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How did Fukushima-Daiichi core meltdown change the probability of nuclear accidents?

Author

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  • Lina Escobar Rangel

    () (CERNA i3 - Centre d'économie industrielle i3 - MINES ParisTech - École nationale supérieure des mines de Paris - PSL - Université Paris sciences et lettres - CNRS - Centre National de la Recherche Scientifique)

  • François Lévêque

    () (CERNA i3 - Centre d'économie industrielle i3 - MINES ParisTech - École nationale supérieure des mines de Paris - PSL - Université Paris sciences et lettres - CNRS - Centre National de la Recherche Scientifique)

Abstract

What increase in probability the Fukushima Dai-ichi event does entail? Many models and approaches can be used to answer these questions. Poisson regression as well as Bayesian updating are good candidates. However, they fail to address these issues properly because the independence assumption in which they are based on is violated. We propose a Poisson Exponentially Weighted Moving Average (PEWMA) based in a state-space time series approach to overcome this critical drawback. We find an increase in the risk of a core meltdown accident for the next year in the world by a factor of ten owing to the new major accident that took place in Japan in 2011.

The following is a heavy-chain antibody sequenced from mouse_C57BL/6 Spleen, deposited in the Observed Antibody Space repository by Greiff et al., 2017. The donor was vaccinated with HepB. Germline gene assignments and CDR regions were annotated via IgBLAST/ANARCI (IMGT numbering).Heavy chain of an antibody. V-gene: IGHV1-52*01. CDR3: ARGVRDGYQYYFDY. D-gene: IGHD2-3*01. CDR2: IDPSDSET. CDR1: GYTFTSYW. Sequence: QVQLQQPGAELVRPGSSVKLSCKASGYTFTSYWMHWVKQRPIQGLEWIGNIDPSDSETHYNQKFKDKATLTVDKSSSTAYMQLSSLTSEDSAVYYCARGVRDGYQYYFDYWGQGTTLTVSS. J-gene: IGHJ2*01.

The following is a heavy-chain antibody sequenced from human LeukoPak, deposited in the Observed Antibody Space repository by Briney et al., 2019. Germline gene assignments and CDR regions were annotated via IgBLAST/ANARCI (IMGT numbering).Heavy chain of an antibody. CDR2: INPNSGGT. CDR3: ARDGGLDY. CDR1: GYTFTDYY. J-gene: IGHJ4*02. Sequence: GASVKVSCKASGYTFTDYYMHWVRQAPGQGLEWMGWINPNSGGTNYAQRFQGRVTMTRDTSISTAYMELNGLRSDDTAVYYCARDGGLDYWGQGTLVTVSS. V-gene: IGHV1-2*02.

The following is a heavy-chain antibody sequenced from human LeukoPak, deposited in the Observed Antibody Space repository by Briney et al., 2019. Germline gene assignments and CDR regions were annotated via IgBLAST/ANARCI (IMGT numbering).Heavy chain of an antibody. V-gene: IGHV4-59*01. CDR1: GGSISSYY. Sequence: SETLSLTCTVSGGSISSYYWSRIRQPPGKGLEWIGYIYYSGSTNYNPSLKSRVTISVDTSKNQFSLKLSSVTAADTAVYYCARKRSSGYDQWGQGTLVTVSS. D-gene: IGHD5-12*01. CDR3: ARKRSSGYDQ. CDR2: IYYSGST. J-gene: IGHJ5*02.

Suggested Citation

  • Lina Escobar Rangel & François Lévêque, 2012. "How did Fukushima-Daiichi core meltdown change the probability of nuclear accidents?," Working Papers hal-00740684, HAL.
  • Handle: RePEc:hal:wpaper:hal-00740684
    Note: View the original document on HAL open archive server: https://hal-mines-paristech.archives-ouvertes.fr/hal-00740684
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    References listed on IDEAS

    as
    1. Kadak, Andrew C. & Matsuo, Toshihiro, 2007. "The nuclear industry's transition to risk-informed regulation and operation in the United States," Reliability Engineering and System Safety, Elsevier, vol. 92(5), pages 609-618.
    2. Sovacool, Benjamin K., 2008. "The costs of failure: A preliminary assessment of major energy accidents, 1907-2007," Energy Policy, Elsevier, vol. 36(5), pages 1802-1820, May.
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    Keywords

    nuclear risk; nuclear safety; time series count data;
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